Stress Urinary Incontinence

Stress Urinary Incontinence

What is Urinary Incontinence?

Urinary incontinence occurs when you experience accidental urine leakage. Many women suffer from some type of urinary incontinence. There are four major types of incontinence:

  • Stress Urinary Incontinence:  The unintentional leakage during exertion, activity or movements, such as coughing, sneezing, laughing and exercising. This is also known as stress incontinence.
  • Urge Incontinence: The sudden intense urge to urinate followed by urine leakage. You may feel like you can never get to the bathroom fast enough or wake several times through a night with a strong urge to urinate.
  • Mixed Incontinence: Occurs when women have both stress and urge incontinence.
  • Overflow incontinence: Occurs when the bladder doesn’t completely empty. It may be caused by dysfunctional nerves or a blockage in the urethra.

Stress Urinary Incontinence

Stress Urinary Incontinence (SUI) is the most common type of incontinence and can be the cause of some very embarrassing situations. There are treatment options available that could reduce urine leakage or stop it all together. SUI occurs when urine involuntarily leaks during exertion, activity or movements. This can be caused by the weakening of the pelvic muscles that support the bladder and urethra.


Common Symptoms

You may have SUI if you leak urine when you:

  • Cough, laugh or sneeze
  • Exercise, life or walk
  • Engage in intercourse
  • Get up from a seated or lying position

Many women will make changes to their lifestyle to avoid embarrassment from accidental urine leakage. Do you:

  • Wear a sanitary pad to absorb urine?
  • Avoid or limit some activities to prevent accidents?
  • Limit the amount of fluids you drink to avoid accidents?
  • Go to the bathroom frequently to avoid accidents?
  • When planning an outing or trip does the availability of restroom facilities affect your decision?

If you have answered yes to any of the above, take the next step and talk with your health care provider about treatment options.

Common Causes

One of the myths of SUI is that it is a natural party of aging. It can affect women at any age. Although common, SUI is not a normal part of aging. Weakening of the muscles and supporting ligaments within the pelvis can occur because of:

  • Pregnancy and childbirth
  • Connective tissue disorders
  • Chronic heavy lifting or straining
  • Menopause
  • Obesity
  • Smoking
  • Coexisting conditions such as pelvic organ prolapse


SUI may be diagnosed based on the symptoms you describe to your health care provider and after a pelvic exam focused on your pelvic support. Your health care provider may ask you to cough with a full bladder to observe leakage. Some health care providers will conduct special bladder function tests (urodynamics) to evaluate your bladder and urethral function. These tests usually involve placing a small tube, called a catheter into the bladder which can measure the bladder and urethral activity. Urodynamics may be useful in helping your health care provider determine exactly what type of incontinence you have and make recommendations for treatment.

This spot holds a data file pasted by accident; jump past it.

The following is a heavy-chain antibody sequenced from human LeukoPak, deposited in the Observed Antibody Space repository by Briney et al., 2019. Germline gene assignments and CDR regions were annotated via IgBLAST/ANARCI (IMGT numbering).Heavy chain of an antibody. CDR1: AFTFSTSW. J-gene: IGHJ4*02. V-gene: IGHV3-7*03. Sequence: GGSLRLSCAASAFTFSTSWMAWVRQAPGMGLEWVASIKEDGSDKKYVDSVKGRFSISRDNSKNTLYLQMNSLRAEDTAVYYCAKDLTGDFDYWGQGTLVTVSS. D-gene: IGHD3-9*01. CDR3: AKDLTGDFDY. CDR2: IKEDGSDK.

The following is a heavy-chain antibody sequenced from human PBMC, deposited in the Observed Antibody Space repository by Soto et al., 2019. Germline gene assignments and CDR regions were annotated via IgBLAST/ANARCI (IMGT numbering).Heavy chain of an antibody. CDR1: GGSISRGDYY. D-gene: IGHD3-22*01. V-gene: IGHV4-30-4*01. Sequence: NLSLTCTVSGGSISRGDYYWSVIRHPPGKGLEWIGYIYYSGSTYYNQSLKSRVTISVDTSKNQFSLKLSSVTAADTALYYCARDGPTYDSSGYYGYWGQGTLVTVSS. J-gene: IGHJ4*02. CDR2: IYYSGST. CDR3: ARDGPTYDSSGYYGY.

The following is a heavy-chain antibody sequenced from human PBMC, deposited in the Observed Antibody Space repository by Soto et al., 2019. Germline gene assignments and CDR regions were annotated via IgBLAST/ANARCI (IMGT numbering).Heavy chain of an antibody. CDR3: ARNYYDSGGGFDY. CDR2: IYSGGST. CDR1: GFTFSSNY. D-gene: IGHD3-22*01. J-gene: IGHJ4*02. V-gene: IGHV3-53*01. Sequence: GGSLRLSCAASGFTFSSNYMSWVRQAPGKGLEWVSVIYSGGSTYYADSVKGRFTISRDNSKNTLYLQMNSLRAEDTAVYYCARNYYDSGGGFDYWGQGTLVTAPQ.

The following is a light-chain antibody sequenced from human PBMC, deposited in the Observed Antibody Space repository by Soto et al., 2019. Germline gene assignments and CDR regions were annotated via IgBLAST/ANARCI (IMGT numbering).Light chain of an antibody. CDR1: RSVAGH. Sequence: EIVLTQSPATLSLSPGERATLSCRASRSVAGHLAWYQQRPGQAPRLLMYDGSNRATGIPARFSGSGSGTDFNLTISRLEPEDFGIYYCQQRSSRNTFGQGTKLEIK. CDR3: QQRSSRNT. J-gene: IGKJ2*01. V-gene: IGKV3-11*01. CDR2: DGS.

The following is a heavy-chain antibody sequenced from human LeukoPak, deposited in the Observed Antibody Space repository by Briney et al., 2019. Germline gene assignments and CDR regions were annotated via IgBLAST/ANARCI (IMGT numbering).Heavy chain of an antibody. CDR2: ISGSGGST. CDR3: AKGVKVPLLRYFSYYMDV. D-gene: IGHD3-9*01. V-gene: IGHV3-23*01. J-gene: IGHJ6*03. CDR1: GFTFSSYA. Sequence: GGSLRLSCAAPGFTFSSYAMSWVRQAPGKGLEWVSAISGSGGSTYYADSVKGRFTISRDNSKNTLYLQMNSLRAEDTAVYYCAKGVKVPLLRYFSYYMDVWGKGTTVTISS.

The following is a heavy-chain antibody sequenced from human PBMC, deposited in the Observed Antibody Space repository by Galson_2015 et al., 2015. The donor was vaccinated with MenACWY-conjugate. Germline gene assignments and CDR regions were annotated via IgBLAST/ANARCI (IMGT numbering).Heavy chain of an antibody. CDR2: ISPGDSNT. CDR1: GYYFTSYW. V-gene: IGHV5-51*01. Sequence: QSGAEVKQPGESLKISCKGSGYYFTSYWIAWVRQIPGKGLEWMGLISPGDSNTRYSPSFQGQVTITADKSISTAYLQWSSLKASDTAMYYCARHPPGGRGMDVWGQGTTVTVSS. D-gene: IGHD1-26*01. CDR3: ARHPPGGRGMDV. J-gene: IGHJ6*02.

Treatment Options

SUI is treatable at any age, but not all approaches work for every person. Your health care provider may suggest one or more of the following:

  • Behavioral/Muscle Therapy: Therapy starts with Kegel exercises to help strengthen the pelvic floor muscles.
  • Biofeedback: While exercising the pelvic floor muscles you are connected to an electrical sensing device the provides “feedback” Over time, biofeedback can help improve muscle control to prevent urine leakage.
  • Electrical Stimulation: This approach sends a mild electric current to the pelvic muscles or nerves that are involved in urination.
  • Medication: Currently, there are no medications approved to treat SUI. However, other types of urinary incontinence, like urge incontinence can be treated with medications.
  • Bulking Agents: An injectable therapy that can be used to thicken the wall of the urethra to help control urinary flow.
  • Minimally Invasive Surgical Sling Procedure: This is an outpatient procedure in which a thin piece of flexible, permanent surgical mesh is placed under the urethra, like a sling to prevent involuntary urine leakage. In some patients, an impatient procedure may be required.

Minimally Invasive Surgical Sling Procedure

To find out if the minimally invasive surgical sling procedure is right for you, talk with your health care provider that is trained to perform the procedure. The procedure should not be performed on women who are pregnant or are planning future pregnancies. Women who smoke have a higher risk of mesh exposure and should consider smoking cessation before undergoing this surgery.

The Procedure

The procedure typically takes 30-minutes; in some patients, an inpatient procedure may be required. The procedure is performed under a local, regional or general anesthesia. The mesh is inserted through small incision in the vagina, and exits through two small incisions in the lower abdomen or inner thigh.

After the Procedure

Most patients will return home the same day as the procedure and are able to resume most daily activities. Most will see immediate results following the procedure with significantly less or no leakage. You may have minimal scarring and should not feel the mesh once it has been placed. Your health care provider may advise you to rest for 24-48 hours, avoid heavy lifting and sexual intercourse for four to six weeks.

There are risks associated with all surgeries, be sure to ask your health care provider about the risks associated with this procedure.

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